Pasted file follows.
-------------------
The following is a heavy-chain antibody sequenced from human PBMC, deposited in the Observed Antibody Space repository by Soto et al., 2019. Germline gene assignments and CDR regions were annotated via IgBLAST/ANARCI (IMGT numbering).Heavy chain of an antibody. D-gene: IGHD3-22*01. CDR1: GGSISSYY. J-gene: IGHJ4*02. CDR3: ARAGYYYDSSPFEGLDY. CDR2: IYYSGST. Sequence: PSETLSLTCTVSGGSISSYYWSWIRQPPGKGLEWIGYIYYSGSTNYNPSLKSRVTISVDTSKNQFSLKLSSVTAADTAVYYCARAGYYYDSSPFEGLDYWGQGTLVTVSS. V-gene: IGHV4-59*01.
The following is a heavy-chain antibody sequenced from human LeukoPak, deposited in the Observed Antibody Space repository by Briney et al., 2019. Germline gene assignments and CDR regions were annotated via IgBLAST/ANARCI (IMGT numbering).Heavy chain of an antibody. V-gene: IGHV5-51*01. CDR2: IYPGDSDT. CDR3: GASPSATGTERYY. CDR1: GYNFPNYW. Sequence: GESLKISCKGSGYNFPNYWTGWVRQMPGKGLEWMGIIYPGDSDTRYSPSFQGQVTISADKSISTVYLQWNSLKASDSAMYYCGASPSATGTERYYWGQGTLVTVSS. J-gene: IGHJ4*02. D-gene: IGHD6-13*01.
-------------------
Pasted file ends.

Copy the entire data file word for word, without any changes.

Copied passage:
The following is a heavy-chain antibody sequenced from human PBMC, deposited in the Observed Antibody Space repository by Soto et al., 2019. Germline gene assignments and CDR regions were annotated via IgBLAST/ANARCI (IMGT numbering).Heavy chain of an antibody. D-gene: IGHD3-22*01. CDR1: GGSISSYY. J-gene: IGHJ4*02. CDR3: ARAGYYYDSSPFEGLDY. CDR2: IYYSGST. Sequence: PSETLSLTCTVSGGSISSYYWSWIRQPPGKGLEWIGYIYYSGSTNYNPSLKSRVTISVDTSKNQFSLKLSSVTAADTAVYYCARAGYYYDSSPFEGLDYWGQGTLVTVSS. V-gene: IGHV4-59*01.
The following is a heavy-chain antibody sequenced from human LeukoPak, deposited in the Observed Antibody Space repository by Briney et al., 2019. Germline gene assignments and CDR regions were annotated via IgBLAST/ANARCI (IMGT numbering).Heavy chain of an antibody. V-gene: IGHV5-51*01. CDR2: IYPGDSDT. CDR3: GASPSATGTERYY. CDR1: GYNFPNYW. Sequence: GESLKISCKGSGYNFPNYWTGWVRQMPGKGLEWMGIIYPGDSDTRYSPSFQGQVTISADKSISTVYLQWNSLKASDSAMYYCGASPSATGTERYYWGQGTLVTVSS. J-gene: IGHJ4*02. D-gene: IGHD6-13*01.